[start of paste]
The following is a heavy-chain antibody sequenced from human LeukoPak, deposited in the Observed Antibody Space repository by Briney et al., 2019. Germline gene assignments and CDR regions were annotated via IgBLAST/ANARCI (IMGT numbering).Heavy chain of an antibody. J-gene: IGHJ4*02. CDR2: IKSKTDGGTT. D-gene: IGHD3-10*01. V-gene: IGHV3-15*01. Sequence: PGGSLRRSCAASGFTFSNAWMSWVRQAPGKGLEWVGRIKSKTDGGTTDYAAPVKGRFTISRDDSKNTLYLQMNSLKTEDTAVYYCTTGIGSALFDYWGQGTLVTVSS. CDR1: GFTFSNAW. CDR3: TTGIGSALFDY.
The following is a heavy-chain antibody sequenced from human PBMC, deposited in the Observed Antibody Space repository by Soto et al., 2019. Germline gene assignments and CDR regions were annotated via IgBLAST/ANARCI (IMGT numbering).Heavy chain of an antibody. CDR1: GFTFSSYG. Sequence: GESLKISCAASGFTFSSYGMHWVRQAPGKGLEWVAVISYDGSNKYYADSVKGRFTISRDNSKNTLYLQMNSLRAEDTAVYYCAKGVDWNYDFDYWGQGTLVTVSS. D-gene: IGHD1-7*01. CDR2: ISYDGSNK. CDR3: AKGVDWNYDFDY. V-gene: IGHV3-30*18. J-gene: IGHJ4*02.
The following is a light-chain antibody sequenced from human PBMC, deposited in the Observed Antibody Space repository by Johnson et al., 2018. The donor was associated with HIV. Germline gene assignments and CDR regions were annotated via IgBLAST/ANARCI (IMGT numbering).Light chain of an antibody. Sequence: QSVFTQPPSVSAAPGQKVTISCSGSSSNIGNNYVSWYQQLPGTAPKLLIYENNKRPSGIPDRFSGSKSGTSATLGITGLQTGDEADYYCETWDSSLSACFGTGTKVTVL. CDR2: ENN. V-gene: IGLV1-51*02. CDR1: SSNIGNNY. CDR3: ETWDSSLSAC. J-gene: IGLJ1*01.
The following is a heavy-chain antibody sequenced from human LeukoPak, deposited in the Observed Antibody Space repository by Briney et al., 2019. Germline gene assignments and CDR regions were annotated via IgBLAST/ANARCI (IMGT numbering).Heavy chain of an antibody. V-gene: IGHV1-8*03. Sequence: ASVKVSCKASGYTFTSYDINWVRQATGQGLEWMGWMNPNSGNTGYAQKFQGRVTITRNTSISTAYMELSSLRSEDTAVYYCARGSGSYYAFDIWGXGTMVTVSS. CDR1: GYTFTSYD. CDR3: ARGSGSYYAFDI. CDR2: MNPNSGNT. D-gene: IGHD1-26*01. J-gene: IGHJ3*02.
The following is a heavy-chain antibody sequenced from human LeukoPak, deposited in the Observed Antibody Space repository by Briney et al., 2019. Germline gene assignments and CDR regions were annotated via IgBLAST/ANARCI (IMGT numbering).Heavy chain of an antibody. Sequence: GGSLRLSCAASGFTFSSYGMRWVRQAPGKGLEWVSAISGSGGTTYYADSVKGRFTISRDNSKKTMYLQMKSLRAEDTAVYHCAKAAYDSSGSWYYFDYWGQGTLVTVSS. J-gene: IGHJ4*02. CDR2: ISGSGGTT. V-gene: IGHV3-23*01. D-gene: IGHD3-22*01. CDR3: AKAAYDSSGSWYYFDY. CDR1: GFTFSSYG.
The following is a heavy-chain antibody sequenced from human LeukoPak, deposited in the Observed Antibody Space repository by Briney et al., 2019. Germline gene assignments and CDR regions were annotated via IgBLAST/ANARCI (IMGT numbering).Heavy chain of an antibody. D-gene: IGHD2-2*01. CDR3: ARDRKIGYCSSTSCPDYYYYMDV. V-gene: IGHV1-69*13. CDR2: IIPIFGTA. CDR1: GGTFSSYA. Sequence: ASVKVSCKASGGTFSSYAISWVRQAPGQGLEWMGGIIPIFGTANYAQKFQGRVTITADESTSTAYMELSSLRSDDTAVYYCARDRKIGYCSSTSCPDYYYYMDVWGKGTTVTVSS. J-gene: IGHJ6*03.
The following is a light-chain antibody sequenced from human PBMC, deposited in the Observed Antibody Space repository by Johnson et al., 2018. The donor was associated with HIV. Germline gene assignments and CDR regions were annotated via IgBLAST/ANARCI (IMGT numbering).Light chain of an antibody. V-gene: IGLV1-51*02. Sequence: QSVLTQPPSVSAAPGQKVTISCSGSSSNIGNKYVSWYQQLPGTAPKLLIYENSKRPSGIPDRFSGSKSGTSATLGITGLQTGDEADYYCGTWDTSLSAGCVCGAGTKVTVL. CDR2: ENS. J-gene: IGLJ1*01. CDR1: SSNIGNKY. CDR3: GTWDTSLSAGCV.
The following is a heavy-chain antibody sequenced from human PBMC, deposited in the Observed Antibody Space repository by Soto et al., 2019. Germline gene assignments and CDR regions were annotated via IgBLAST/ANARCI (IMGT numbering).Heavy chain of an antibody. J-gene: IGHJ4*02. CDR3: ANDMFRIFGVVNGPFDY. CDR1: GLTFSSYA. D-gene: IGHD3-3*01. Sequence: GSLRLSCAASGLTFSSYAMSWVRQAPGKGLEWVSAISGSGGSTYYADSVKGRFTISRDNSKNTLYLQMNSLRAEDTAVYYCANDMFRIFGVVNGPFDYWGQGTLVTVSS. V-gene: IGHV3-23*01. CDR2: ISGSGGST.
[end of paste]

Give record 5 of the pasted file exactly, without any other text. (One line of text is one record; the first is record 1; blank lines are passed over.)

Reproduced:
The following is a heavy-chain antibody sequenced from human LeukoPak, deposited in the Observed Antibody Space repository by Briney et al., 2019. Germline gene assignments and CDR regions were annotated via IgBLAST/ANARCI (IMGT numbering).Heavy chain of an antibody. Sequence: GGSLRLSCAASGFTFSSYGMRWVRQAPGKGLEWVSAISGSGGTTYYADSVKGRFTISRDNSKKTMYLQMKSLRAEDTAVYHCAKAAYDSSGSWYYFDYWGQGTLVTVSS. J-gene: IGHJ4*02. CDR2: ISGSGGTT. V-gene: IGHV3-23*01. D-gene: IGHD3-22*01. CDR3: AKAAYDSSGSWYYFDY. CDR1: GFTFSSYG.